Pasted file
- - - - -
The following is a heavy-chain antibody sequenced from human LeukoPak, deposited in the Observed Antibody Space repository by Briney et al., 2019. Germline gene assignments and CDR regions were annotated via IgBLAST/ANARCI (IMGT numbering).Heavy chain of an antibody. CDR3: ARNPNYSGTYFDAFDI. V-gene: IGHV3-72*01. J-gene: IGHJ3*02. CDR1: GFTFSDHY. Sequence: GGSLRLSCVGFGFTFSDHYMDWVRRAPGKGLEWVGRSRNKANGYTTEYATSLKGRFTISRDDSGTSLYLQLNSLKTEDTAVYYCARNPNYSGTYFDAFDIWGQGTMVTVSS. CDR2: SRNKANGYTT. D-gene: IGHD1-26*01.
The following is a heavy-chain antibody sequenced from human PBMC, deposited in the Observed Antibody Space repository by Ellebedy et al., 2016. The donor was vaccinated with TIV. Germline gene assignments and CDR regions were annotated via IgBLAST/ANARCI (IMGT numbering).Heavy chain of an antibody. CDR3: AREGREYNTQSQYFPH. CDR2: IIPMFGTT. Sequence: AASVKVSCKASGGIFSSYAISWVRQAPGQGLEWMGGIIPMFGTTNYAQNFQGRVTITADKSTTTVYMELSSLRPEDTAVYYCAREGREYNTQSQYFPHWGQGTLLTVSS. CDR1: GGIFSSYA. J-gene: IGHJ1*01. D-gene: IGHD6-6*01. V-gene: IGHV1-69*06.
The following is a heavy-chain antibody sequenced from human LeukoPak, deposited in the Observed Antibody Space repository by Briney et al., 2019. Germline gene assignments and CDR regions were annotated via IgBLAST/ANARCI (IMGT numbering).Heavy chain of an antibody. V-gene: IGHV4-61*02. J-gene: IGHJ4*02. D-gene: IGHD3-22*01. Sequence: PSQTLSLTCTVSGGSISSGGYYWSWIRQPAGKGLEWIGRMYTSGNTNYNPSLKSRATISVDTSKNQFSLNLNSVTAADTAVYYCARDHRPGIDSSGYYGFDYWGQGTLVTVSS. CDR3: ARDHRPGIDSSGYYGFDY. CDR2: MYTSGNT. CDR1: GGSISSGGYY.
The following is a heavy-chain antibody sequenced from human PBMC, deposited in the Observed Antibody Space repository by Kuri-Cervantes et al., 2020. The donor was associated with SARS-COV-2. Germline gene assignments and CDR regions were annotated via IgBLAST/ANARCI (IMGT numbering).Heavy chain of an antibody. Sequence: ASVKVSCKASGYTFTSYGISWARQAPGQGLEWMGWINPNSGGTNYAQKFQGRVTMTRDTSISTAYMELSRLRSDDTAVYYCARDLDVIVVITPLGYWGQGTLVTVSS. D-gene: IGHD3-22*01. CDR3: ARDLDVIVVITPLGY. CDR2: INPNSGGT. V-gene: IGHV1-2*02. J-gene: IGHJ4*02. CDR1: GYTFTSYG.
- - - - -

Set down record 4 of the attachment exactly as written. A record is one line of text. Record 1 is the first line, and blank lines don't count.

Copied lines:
The following is a heavy-chain antibody sequenced from human PBMC, deposited in the Observed Antibody Space repository by Kuri-Cervantes et al., 2020. The donor was associated with SARS-COV-2. Germline gene assignments and CDR regions were annotated via IgBLAST/ANARCI (IMGT numbering).Heavy chain of an antibody. Sequence: ASVKVSCKASGYTFTSYGISWARQAPGQGLEWMGWINPNSGGTNYAQKFQGRVTMTRDTSISTAYMELSRLRSDDTAVYYCARDLDVIVVITPLGYWGQGTLVTVSS. D-gene: IGHD3-22*01. CDR3: ARDLDVIVVITPLGY. CDR2: INPNSGGT. V-gene: IGHV1-2*02. J-gene: IGHJ4*02. CDR1: GYTFTSYG.